3. The GOI is failing to take rational steps to improve its electrical infrastructure and to improve their oil exploration, production and exports.

4. There is no progress towards resolving the Kirkuk situation.

5. Sunni Reconciliation is at best at a standstill and probably going backwards.

6. Sons of Iraq (SOI) or Sahwa transition to ISF and GOI civil service is not happening, and SOI monthly paydays continue to fall further behind.

7. The Kurdish situation continues to fester.

8. Political violence and intimidation is rampant in the civilian community as well as military and legal institutions.

9. The Vice President received a rather cool reception this past weekend and was publicly told that the internal affairs of Iraq are none of the US’s business.

So now he is Joe Biden's press flack? While I am sure the State Department and executive agencies actually tasked with dealing with these issues appreciate his cogent analysis, perhaps COL Reese ought to stick to military concerns. Amidst all of his caterwauling, and again I'm not saying that hs complaints don't have merit, but he fails to consider that one gargantuan reason for us to stay a bit is to avoid leaving a power vaccuum that would undoubtedly be filled by Iran. That means we have a huge incentive to put up with the endemic craptasticness of the nascent Iraqi institutions and work to form a long term strategic relationship. We need to be their number one ally or Iran will be and that would negate many of the security gains a free deomcratic Iraq represents. So suck it up sir, and drive on with your mission.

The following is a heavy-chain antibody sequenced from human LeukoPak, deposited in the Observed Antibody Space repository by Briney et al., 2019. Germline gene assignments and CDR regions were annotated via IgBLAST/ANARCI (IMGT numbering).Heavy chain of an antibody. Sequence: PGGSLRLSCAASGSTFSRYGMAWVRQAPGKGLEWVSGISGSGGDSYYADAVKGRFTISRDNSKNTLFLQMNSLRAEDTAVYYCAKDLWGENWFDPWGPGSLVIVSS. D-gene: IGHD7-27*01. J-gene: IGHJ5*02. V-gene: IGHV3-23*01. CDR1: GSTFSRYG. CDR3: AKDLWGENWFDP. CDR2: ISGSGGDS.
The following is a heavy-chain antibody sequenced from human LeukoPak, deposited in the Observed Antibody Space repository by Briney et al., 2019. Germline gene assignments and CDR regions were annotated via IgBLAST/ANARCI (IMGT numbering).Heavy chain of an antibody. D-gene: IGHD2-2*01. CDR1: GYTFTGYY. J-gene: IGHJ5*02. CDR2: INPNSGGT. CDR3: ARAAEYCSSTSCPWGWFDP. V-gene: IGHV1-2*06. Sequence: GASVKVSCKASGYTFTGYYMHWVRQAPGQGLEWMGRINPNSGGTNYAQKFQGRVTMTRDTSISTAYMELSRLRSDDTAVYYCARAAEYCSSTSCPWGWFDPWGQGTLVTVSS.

Greyhawk titles the memo "This place sucks, let's leave" and points to a report that COL Reese seems prone to tirades.

The Shadow of Karma

The Teflon Don has a story that you need to read, and a link to a story that you also need to read even with the vile and disgusting comments that accompany it. 

Sgt. Nickle is why I hope we still have a justice system rather than a legal system.  Stalin, Hitler, and every other petty tyrant -- or large one a la King George III -- had or has a legal system.  There is a reason the founding fathers opted for a justice system. 

I also hope the quote attributed to the Chief of Police is inaccurate, incomplete, or otherwise subject to poor reporting, because as reported it is nothing short of idiotic and portrays the chief as being unfit to lead any group. 

We need to do right by Sgt. Nickle, and to see that he is done right by the new system he now faces.  Please keep him and his family in your thoughts and prayers now and in the days ahead.


Ask PayPal How They Feel About The Wounded

In an update to his post, which resulted in an update to my post, Chuck notes that shafting Soldiers' Angels and our wounded troops has turned out to be a bit of a PR problem for PayPal/E-Bay: